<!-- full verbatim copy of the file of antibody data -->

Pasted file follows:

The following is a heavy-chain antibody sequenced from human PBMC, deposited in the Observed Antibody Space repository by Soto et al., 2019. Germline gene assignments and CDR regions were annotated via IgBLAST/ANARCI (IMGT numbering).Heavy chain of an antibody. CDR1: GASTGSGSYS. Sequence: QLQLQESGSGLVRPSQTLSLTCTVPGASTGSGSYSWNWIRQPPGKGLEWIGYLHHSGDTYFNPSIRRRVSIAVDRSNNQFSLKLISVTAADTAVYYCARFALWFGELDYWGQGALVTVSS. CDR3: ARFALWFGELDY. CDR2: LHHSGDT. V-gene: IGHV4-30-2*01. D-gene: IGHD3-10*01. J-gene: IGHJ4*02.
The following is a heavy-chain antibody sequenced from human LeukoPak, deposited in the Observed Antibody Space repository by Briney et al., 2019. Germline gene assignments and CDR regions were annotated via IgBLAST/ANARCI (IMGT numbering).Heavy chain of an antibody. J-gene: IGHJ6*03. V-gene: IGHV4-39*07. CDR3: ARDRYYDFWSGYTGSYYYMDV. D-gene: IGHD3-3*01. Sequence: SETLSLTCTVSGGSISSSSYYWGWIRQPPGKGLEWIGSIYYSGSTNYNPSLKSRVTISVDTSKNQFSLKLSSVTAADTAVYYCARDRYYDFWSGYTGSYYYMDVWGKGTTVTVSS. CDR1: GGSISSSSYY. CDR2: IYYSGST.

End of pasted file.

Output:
The following is a heavy-chain antibody sequenced from human PBMC, deposited in the Observed Antibody Space repository by Soto et al., 2019. Germline gene assignments and CDR regions were annotated via IgBLAST/ANARCI (IMGT numbering).Heavy chain of an antibody. CDR1: GASTGSGSYS. Sequence: QLQLQESGSGLVRPSQTLSLTCTVPGASTGSGSYSWNWIRQPPGKGLEWIGYLHHSGDTYFNPSIRRRVSIAVDRSNNQFSLKLISVTAADTAVYYCARFALWFGELDYWGQGALVTVSS. CDR3: ARFALWFGELDY. CDR2: LHHSGDT. V-gene: IGHV4-30-2*01. D-gene: IGHD3-10*01. J-gene: IGHJ4*02.
The following is a heavy-chain antibody sequenced from human LeukoPak, deposited in the Observed Antibody Space repository by Briney et al., 2019. Germline gene assignments and CDR regions were annotated via IgBLAST/ANARCI (IMGT numbering).Heavy chain of an antibody. J-gene: IGHJ6*03. V-gene: IGHV4-39*07. CDR3: ARDRYYDFWSGYTGSYYYMDV. D-gene: IGHD3-3*01. Sequence: SETLSLTCTVSGGSISSSSYYWGWIRQPPGKGLEWIGSIYYSGSTNYNPSLKSRVTISVDTSKNQFSLKLSSVTAADTAVYYCARDRYYDFWSGYTGSYYYMDVWGKGTTVTVSS. CDR1: GGSISSSSYY. CDR2: IYYSGST.